In this blog, we explain:

  • The American National Standards Institute’s (ANSI) American National Standard for Industrial Head Protection (ANSI/ISEA Z89.1-2014), which ensures the quality and safety of construction helmets.
  • When hard hats are required by the Occupational Safety and Health Administration (OSHA) and the role of the ANSI hard hat standard.
  • How to determine with a glance if a helmet is compliant.
  • We will also show the stiff penalties employers may face for non-compliance—including potential jail time.

Most important, we’ll help you determine the right level of hard hat protection for your needs.

ANSI and OSHA logos

OSHA codes and ANSI hard hat standards: What rules must the construction industry follow?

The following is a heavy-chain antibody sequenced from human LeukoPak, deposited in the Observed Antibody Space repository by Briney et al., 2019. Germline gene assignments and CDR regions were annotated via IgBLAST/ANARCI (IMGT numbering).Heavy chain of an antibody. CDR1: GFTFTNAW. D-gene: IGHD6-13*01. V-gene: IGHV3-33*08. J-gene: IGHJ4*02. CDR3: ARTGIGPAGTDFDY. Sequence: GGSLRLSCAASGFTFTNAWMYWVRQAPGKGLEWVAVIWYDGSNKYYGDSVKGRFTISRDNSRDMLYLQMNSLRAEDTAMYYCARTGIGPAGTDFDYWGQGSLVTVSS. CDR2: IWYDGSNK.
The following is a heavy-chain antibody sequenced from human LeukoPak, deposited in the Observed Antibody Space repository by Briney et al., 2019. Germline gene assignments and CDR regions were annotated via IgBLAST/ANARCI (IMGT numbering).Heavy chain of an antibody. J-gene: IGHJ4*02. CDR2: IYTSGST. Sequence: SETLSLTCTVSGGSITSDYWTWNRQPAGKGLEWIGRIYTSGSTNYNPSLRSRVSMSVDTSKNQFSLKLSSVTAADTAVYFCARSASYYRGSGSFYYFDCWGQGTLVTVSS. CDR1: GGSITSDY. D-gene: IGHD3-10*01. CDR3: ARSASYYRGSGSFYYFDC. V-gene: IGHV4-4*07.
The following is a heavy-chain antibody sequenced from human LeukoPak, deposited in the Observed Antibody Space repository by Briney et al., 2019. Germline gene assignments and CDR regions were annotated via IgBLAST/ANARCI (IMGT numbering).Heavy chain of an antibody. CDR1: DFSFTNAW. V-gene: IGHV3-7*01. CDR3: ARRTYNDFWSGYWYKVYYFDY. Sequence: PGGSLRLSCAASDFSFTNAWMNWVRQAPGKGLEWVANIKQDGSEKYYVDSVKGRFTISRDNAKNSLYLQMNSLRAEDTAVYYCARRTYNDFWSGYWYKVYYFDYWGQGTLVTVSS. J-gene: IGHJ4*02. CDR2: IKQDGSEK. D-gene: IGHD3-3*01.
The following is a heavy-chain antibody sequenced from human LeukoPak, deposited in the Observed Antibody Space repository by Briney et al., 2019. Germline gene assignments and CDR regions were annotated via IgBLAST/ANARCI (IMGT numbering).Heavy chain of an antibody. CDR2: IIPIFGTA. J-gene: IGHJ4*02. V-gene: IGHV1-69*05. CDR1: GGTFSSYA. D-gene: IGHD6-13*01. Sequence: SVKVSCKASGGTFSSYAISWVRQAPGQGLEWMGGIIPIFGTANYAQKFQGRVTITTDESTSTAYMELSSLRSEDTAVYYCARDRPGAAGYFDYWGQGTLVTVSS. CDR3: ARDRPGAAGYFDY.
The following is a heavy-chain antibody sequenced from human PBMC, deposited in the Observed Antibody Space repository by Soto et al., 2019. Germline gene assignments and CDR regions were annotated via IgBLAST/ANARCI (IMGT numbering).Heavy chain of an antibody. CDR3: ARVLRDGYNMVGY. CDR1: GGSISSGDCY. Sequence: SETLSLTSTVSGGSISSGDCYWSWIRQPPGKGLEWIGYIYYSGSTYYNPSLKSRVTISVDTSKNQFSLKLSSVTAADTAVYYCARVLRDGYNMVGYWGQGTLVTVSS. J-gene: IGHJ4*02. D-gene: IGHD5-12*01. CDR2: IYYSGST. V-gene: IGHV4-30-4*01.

For a relatively small piece of personal protective equipment (PPE), construction hard hats have an immense responsibility for protecting workers:

  • Deflecting blows to the head
  • Resisting penetration
  • Absorbing the force of impacts via a suspension system
  • Preventing top-of-the-head impacts from traveling down the spine
  • Insulating against electric shocks, when needed
  • Providing water resistance
  • Being fire-resistant

Before OSHA was formed in 1970, construction companies maintained their own requirements for protective gear. Now, Title 29 of the Code of Federal Regulations (29 CFR aka CFR Title 29) mandates specific rules for head protection that aim to create a work environment safe from known dangers or hazards:

  • OSHA 29 CFR 1926.100 governs head protection requirements for construction, demolition, and renovation workers.